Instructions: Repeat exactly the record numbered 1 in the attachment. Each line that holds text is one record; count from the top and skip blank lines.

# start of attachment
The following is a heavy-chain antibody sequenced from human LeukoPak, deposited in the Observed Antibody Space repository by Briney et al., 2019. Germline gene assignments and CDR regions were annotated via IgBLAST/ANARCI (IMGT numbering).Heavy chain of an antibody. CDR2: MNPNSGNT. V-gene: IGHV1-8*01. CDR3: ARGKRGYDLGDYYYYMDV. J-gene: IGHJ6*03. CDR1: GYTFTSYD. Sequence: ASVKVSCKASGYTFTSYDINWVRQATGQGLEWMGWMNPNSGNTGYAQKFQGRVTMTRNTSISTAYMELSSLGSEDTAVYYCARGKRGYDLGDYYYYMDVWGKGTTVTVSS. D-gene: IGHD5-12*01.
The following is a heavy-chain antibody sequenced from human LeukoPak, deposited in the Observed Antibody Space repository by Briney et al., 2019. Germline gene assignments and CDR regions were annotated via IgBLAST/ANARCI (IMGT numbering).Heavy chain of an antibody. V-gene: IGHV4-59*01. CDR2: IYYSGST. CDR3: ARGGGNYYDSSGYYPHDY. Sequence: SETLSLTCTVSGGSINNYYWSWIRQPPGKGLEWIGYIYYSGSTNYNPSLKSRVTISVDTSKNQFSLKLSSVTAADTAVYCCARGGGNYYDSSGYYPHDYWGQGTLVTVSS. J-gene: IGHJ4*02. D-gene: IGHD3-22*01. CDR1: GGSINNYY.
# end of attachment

The following is a heavy-chain antibody sequenced from human LeukoPak, deposited in the Observed Antibody Space repository by Briney et al., 2019. Germline gene assignments and CDR regions were annotated via IgBLAST/ANARCI (IMGT numbering).Heavy chain of an antibody. CDR2: MNPNSGNT. V-gene: IGHV1-8*01. CDR3: ARGKRGYDLGDYYYYMDV. J-gene: IGHJ6*03. CDR1: GYTFTSYD. Sequence: ASVKVSCKASGYTFTSYDINWVRQATGQGLEWMGWMNPNSGNTGYAQKFQGRVTMTRNTSISTAYMELSSLGSEDTAVYYCARGKRGYDLGDYYYYMDVWGKGTTVTVSS. D-gene: IGHD5-12*01.